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Let $X$ be a random variable with a probability density $f(\cdot;\theta)$ where $\theta \in \Theta \subset \mathbb R$ is an unknown parameter. Suppose that we have a prior density $\pi(\theta)$, with associated random variable for the parameter $\tilde\Theta$. Suppose that we have a random sample $X_1, \dots, X_n$ from $X$.

The interest is in the hypothesis testing problem $$ H_0: \theta \in \Theta_0 \quad\text{vs.}\quad H_1: \theta \in \Theta_1,$$ where $\Theta_1 = \Theta \setminus \Theta_0$.

Now, according to my course notes, we should proceed as follows. We determine the ratio of the posterior probabilities

$$ \frac{P(\tilde\Theta \in \Theta_0 \mid X_1,\dots,X_n)}{P(\tilde\Theta \in \Theta_1 \mid X_1,\dots,X_n)} = \frac{P(\tilde\Theta \in \Theta_0) \int_{\Theta_0} \prod_{i=1}^n f(X_i;\theta) \pi(\theta) \,d\theta}{P(\tilde\Theta \in \Theta_1) \int_{\Theta_1} \prod_{i=1}^n f(X_i;\theta) \pi(\theta) \,d\theta}.$$

So we have $$ \frac{P(\tilde\Theta \in \Theta_0 \mid X_1,\dots,X_n)}{P(\tilde\Theta \in \Theta_1 \mid X_1,\dots,X_n)} = \frac{ \int_{\Theta_0} \prod_{i=1}^n f(X_i;\theta) \pi(\theta) \,d\theta}{ \int_{\Theta_1} \prod_{i=1}^n f(X_i;\theta) \pi(\theta) \,d\theta} \times \frac{\int_{\Theta_0} \pi(\theta)}{1 - \int_{\Theta_0} \pi(\theta)}.$$

However, we also have that the posterior density is given by $$f_{\tilde \Theta \mid X_1,\dots,X_n}(\theta\mid x_1,\dots,x_n) = \frac{\prod_{i=1}^n f(X_i;\theta) \pi(\theta)}{\int_{\Theta}\prod_{i=1}^n f(X_i;\theta) \pi(\theta)\,d\theta}.$$

So it seems to me that the factor $\frac{ \int_{\Theta_0} \prod_{i=1}^n f(X_i;\theta) \pi(\theta) \,d\theta}{ \int_{\Theta_1} \prod_{i=1}^n f(X_i;\theta) \pi(\theta) \,d\theta}$ is already the ratio of the posterior probabilities (since it is just the posterior distribution integrated over $\Theta_0$ and $\Theta_1$). Where is the mistake in my reasoning?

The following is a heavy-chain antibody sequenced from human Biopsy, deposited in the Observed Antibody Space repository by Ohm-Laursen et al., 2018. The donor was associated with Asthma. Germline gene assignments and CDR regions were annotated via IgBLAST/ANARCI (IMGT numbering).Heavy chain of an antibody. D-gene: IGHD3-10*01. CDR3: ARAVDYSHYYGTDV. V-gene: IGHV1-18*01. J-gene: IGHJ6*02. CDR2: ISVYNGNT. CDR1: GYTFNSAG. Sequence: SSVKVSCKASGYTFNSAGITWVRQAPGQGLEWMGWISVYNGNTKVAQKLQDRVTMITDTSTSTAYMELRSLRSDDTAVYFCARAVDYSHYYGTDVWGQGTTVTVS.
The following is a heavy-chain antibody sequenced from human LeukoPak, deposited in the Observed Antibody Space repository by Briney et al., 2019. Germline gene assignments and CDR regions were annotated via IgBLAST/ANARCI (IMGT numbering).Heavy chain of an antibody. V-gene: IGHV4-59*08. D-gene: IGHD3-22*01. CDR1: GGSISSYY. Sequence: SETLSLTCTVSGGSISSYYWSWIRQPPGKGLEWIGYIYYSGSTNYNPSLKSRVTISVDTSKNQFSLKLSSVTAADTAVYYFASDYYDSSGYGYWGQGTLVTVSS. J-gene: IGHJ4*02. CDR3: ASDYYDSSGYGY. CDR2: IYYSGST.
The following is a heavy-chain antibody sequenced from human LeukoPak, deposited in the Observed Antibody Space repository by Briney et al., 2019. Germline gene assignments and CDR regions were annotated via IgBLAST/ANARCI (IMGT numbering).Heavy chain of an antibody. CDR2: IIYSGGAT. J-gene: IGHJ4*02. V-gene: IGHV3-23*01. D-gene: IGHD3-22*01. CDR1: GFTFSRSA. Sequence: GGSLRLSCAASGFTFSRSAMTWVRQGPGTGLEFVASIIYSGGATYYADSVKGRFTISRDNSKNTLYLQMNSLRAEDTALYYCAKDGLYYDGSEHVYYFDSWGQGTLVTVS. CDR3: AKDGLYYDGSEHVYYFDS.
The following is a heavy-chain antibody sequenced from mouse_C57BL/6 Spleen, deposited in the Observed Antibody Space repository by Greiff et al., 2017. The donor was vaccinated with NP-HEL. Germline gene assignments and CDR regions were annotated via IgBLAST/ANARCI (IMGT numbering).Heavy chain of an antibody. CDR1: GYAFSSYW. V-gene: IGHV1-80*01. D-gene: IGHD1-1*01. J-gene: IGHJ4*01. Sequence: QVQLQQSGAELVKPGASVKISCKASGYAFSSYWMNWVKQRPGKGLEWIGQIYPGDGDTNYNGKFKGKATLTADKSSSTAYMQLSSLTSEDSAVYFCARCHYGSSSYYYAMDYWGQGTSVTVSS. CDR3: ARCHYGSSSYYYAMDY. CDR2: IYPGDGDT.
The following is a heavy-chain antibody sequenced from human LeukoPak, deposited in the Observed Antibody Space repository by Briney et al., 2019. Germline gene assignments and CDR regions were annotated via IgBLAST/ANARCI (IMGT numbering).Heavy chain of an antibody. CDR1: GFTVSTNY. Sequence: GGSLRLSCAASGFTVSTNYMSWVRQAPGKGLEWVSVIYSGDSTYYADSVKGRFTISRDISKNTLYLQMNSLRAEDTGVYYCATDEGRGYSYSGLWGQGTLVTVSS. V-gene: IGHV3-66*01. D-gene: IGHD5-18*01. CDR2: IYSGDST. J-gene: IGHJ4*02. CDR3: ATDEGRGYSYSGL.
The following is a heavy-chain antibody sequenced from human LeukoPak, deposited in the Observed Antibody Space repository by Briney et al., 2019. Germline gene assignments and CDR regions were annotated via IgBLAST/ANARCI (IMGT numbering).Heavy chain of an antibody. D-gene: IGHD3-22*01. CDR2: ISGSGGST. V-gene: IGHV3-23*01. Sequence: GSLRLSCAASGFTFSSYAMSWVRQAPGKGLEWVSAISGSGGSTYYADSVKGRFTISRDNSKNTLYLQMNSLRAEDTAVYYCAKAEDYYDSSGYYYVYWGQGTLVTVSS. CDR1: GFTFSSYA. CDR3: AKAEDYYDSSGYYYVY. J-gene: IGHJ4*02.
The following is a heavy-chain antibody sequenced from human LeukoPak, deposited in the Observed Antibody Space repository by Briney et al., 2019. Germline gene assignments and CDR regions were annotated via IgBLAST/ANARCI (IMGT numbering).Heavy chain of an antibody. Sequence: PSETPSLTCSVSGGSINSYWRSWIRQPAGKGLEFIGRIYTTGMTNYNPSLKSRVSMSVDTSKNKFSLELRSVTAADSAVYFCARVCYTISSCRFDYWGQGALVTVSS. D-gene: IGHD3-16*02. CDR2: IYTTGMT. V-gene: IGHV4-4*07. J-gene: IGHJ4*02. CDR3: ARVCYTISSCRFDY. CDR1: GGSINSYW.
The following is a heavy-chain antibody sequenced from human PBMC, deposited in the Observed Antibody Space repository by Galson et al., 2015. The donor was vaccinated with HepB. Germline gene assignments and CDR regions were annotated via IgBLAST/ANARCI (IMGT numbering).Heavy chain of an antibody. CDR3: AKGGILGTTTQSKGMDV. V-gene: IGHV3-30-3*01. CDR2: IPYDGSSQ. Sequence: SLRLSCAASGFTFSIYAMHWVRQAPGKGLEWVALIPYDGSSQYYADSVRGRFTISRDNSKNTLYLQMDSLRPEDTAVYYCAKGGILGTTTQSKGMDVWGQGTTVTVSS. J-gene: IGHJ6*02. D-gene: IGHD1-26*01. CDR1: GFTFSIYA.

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You’re right, and the course notes are wrong.

You can perhaps see this most clearly if you take both $f$ and $\pi$ constant. Then they both drop out of these equations, and the course notes are left with

$$ \frac{P(\tilde\Theta \in \Theta_0 \mid X_1,\dots,X_n)}{P(\tilde\Theta \in \Theta_1 \mid X_1,\dots,X_n)} = \frac{P(\tilde\Theta \in \Theta_0) \int_{\Theta_0} \mathrm d\theta}{P(\tilde\Theta \in \Theta_1) \int_{\Theta_1} \,\mathrm d\theta}. $$

But now the left-hand side is

$$ \frac{P(\tilde\Theta \in \Theta_0)}{P(\tilde\Theta \in \Theta_1)}\;, $$

whereas the right-hand side is

$$ \frac{P(\tilde\Theta \in \Theta_0)^2}{P(\tilde\Theta \in \Theta_1)^2}\;. $$

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  • $\begingroup$ In an independent source from my course notes (onlinelibrary.wiley.com/doi/full/10.1111/spsr.12375), I also find the same formulas as in my course notes. So I actually still think they are probabily correct. $\endgroup$
    – Krup'a
    Jan 16 '20 at 9:27
  • $\begingroup$ Although that source stresses that in the integral one should have the priors of the models there, not of the prior of the parameter. Could it then be that the prior of the model is given by $p(\theta\mid \tilde\Theta \in \Theta_0) = \pi(\theta)/(\int_{\Theta_0}\pi(\theta)\,d\theta)$? $\endgroup$
    – Krup'a
    Jan 16 '20 at 9:53

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